[Tagging] Trailhead tagging

Peter Elderson pelderson at gmail.com
Fri Jan 11 15:01:22 UTC 2019

Sorry if I was not clear.

This example matches the basic description you gave. It is not just a
crossing, there is more: a guidepost, a register, i.e. visiblty designated,
and it is listed and customary.

Nothing in the basic description is specific for TOPs.

With "Excludes ... " I thought of the suggestion by someone on this list
that all crossings could be marked as trailheads because you can start a
route at any crossing.

Op vr 11 jan. 2019 om 15:46 schreef Kevin Kenny <kevin.b.kenny at gmail.com>:

> On 1/11/19 2:43 AM, Peter Elderson wrote:
> > This covers all trailheads mapped worldwide so far, and excludes
> > locations where a trail just crosses a road.
> Here we go again.
> Some of the trailheads I've used are exactly that. One of those that I
> can recall in particular is an important trailhead. If you start away
> from it, it will be 60 km before you reach the next road that a car can
> drive on, and another 25 to reach a town where you can get supplies or
> assistance. If I recall correctly (it's about three years since I was up
> that way) all there is at the trailhead is a guidepost (there's a
> register book, but it's in the woods maybe 400 m to discourage
> vandalism). If you want to park a car, you do that at a county
> maintenance garage that's about half a km away on the highway.
> And yes, this *is* a customary and designated place for starting/ending
> a trip It's a 220 km trail, so most hikers don't do it in one shot. It's
> a wilderness trail, so it simply doesn't have a lot of facilities other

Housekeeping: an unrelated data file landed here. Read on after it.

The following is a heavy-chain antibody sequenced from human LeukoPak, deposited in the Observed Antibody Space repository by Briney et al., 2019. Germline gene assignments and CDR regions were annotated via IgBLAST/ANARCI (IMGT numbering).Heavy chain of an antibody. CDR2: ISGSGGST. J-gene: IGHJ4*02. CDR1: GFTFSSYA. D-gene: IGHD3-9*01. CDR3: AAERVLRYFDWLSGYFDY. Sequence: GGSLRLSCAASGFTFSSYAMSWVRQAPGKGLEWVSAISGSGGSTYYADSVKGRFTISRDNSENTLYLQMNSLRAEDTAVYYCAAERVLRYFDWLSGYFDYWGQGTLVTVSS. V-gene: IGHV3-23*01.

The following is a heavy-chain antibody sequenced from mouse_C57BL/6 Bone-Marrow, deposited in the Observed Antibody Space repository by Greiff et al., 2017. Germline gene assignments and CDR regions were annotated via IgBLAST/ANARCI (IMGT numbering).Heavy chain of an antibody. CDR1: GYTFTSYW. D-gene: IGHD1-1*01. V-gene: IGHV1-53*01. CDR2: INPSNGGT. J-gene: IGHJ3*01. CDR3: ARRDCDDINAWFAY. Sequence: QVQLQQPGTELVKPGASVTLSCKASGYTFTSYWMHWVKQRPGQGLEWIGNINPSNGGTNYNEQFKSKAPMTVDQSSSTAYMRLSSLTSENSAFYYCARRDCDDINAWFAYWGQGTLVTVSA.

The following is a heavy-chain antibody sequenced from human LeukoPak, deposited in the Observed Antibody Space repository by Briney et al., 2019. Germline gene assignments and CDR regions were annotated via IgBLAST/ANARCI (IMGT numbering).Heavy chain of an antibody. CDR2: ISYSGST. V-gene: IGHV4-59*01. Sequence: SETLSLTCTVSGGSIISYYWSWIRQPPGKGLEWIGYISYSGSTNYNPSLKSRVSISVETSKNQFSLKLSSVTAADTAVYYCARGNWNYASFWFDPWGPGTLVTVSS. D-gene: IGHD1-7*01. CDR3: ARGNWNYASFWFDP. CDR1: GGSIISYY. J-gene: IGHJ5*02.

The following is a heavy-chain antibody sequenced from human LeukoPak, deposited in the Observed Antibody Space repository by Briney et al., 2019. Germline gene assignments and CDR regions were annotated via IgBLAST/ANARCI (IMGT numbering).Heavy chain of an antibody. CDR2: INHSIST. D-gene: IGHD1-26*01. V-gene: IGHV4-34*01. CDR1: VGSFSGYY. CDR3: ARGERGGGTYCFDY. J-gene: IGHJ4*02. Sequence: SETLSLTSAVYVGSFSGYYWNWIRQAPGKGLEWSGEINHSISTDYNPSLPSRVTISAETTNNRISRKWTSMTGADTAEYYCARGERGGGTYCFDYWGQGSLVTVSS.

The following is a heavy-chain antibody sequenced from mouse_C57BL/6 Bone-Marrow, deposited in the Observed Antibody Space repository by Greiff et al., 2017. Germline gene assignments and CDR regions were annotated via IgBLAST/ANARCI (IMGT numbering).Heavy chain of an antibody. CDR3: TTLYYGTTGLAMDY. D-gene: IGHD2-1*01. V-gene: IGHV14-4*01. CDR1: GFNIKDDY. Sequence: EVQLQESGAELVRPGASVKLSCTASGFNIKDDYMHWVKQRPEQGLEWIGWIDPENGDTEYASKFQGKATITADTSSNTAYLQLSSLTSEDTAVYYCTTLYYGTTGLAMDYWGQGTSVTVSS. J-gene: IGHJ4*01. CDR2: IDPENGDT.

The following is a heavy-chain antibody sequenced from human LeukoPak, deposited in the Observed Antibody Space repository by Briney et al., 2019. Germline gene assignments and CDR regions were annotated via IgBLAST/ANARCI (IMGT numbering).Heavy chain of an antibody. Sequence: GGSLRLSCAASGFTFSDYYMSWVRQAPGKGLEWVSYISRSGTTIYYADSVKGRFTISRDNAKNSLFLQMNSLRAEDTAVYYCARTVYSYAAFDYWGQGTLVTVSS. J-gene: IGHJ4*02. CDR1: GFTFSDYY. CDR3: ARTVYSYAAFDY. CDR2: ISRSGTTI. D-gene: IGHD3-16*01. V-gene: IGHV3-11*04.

> than at its endpoints. A trailhead on that trail is simply any place
> with highway access - and I can count them on my fingers, including a
> couple that have access trails that aren't the main trail (maybe about a
> 5 km trip to get to the road from the main trail) and another couple
> that cross 4WD-only roads.
> There's no government agency designating the trailheads. The trail is
> maintained by a hiking club, with the cooperation of the state
> Department of Environmental Conservation. (The maintenance is haphazard,
> as you'd expect on a trail that remote. That's part of the experience.)
> The trailheads, however, are listed in guidebooks, and appear in a
> shapefile that I get from the DEC that describes points of interest on
> state-owned land. (I do *not* import that file because of data quality
> issues.)
> Despite your repeated denials, you're continuing to try to invent a set
> of definitions that, at least in NL, will encompass all TOPs and nothing
> else. If that's your aim, then invent a tag for TOP and use it,
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Vr gr Peter Elderson
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